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Estimating direct and indirect rebound effects for U.S. households with input–output analysis. Part 2: Simulation


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  • Thomas, Brinda A.
  • Azevedo, Inês L.
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    This is the second part of a two-part paper that integrates economic and industrial ecology methods to estimate the indirect rebound effect from residential energy efficiency investments. We apply the model developed in part one to simulate the indirect rebound, given an estimate of the direct rebound, using a 2002 environmentally-extended input–output model and the 2004 Consumer Expenditure Survey (in 2002$) for the U.S. We find an indirect rebound of 5–15% in primary energy and CO2e emissions, assuming a 10% direct rebound, depending on the fuel saved with efficiency and household income. The indirect rebound can be as high as 30–40% in NOx or SO2 emissions for efficiency in natural gas services. The substitution effect modeled in part one is small in most cases, and we discuss appropriate applications for proportional or income elasticity spending assumptions. Large indirect rebound effects occur as the U.S. electric grid becomes less-carbon intensive, in households with large transportation demands, or as energy prices increase. Even in extreme cases, there is limited evidence for backfire, or a rebound effect greater than 100%. Enacting pollution taxes or auctioned permits that internalize the externalities of energy use would ensure that rebound effects unambiguously increase consumers' welfare.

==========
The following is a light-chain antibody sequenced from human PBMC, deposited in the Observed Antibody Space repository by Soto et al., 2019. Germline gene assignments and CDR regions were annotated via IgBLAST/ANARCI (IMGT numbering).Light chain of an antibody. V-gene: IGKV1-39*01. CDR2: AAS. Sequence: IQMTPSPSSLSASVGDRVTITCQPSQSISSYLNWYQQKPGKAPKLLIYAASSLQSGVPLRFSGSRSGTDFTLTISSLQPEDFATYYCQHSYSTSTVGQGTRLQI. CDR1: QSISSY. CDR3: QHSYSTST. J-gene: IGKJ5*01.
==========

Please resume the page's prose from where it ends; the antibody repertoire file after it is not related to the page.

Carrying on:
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    Bibliographic Info

    Article provided by Elsevier in its journal Ecological Economics.

    Volume (Year): 86 (2013)
    Issue (Month): C ()
    Pages: 188-198

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    Handle: RePEc:eee:ecolec:v:86:y:2013:i:c:p:188-198

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    Keywords: Direct rebound; Indirect rebound; Residential energy demand; Energy efficiency; Input–output model;


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    Cited by:
    1. Patrizio Lecca & Peter McGregor & J. Kim Swales & Karen Turner, 2013. "The added value from a general equilibrium analyses of increased efficiency in household energy use," Working Papers 1308, University of Strathclyde Business School, Department of Economics.
    2. Thomas, Brinda A. & Azevedo, Inês L., 2014. "Should policy-makers allocate funding to vehicle electrification or end-use energy efficiency as a strategy for climate change mitigation and energy reductions? Rethinking electric utilities efficienc," Energy Policy, Elsevier, vol. 67(C), pages 28-36.


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